The World's Most Expensive Cheese Comes From Donkeys

Or, try a donkey-milk liqueur
By Luke Roney,  Newser Staff
Posted Jul 31, 2016 11:07 AM CDT
The World's Most Expensive Cheese Comes From Donkeys
Cheese, anyone?   (Eugene Tanner/The Humane Society of the United States via AP)

What goes great with donkey cheese? Donkey sausage, of course. That's the repast writer Kristin Vukovic enjoyed at the Zasavica Special Nature Reserve in Serbia, where milk from the beasts of burden is used to make the world's most expensive cheese. A small cupcake-sized mound of the stuff will set you back some $55. Writing for the BBC, Vukovic describes the cheese, which can cost $600 to more than $1,000 a pound, as "sweet, clean, and mild, unlike any cheese I had ever tasted." (Another writer described the flavor of the "magareci sir," aka "pule cheese," as "fusty-musty," per a 2012 New York Times piece.) Former politician Slobodan Simic started the Zasavica reserve about two decades ago. A few years after that, he rescued some abused Balkan donkeys. Now, the females in his herd of about 180 animals are responsible for supplying all the milk for the world's donkey cheese supply, per the Mother Nature Network.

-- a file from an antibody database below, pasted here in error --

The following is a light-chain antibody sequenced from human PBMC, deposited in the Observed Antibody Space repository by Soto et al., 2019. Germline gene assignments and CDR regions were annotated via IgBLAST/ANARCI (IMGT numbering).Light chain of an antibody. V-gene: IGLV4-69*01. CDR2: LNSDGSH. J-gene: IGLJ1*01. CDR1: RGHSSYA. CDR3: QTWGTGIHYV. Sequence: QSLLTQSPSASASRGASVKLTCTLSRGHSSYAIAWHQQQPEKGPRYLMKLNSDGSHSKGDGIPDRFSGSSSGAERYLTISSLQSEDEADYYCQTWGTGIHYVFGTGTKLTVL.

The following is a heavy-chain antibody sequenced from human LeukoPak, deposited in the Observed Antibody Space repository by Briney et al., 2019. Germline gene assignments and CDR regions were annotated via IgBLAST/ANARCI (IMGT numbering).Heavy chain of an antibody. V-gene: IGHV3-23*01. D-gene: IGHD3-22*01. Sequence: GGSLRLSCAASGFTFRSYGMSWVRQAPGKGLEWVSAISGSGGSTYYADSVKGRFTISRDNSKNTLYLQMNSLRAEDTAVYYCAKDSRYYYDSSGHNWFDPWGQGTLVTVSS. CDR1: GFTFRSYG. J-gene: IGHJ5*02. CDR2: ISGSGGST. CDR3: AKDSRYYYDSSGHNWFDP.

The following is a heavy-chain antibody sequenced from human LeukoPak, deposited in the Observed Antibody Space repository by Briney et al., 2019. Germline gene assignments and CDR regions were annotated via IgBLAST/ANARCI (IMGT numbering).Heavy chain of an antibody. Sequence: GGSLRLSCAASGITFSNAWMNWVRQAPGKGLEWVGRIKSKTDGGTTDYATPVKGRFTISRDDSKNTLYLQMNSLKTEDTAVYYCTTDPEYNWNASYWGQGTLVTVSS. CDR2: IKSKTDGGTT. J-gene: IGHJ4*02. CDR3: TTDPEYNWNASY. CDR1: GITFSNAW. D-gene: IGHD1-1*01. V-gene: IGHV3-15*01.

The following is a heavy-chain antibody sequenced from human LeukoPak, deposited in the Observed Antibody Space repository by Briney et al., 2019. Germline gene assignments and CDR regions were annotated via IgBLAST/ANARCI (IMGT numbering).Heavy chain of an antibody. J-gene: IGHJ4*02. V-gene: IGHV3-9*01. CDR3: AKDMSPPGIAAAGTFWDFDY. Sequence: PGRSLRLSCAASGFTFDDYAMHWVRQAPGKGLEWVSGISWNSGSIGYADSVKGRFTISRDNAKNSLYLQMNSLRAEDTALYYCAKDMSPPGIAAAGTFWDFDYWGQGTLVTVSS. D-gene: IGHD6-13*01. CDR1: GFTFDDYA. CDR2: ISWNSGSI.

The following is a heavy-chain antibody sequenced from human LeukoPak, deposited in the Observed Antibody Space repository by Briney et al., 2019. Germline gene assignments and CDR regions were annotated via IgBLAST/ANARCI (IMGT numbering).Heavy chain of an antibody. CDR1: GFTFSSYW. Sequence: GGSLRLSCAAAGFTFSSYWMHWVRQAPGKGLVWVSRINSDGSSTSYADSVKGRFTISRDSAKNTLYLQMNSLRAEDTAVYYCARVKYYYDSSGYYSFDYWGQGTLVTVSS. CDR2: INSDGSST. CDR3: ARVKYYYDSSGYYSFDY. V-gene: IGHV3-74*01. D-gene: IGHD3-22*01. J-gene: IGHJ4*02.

Vitamin-rich, donkey milk has long been heralded as an immunity booster, anti-aging serum, and a kind of natural Viagra. More recently, Simic had the idea to start making cheese with the milk of donkeys. Because the milk is low in a protein needed to make cheese, it is mixed with goat's milk—60/40, favoring donkey milk. Production of the donkey cheese is similar to that of goat cheese, Vukovic writes, but the "exact method is a secret." As for why it's so expensive, it takes 3 gallons of donkey milk to produce a pound of cheese, and female donkeys (who must be milked manually three times a day) don't produce much milk. The cheese—which made headlines in 2012 on a rumor that tennis star Novak Djokovic was buying the whole year's supply—isn't the only donkey product Zasavica makes. The farm's offerings include soap, face creams, and a donkey-milk liqueur. As for the sausage, Zasavica's farm manager tells Vukovic that it is made from male donkeys that have taken on a taboo interest in their female offspring. (This 340-year-old shipwreck cheese resembles "granular Roquefort.")

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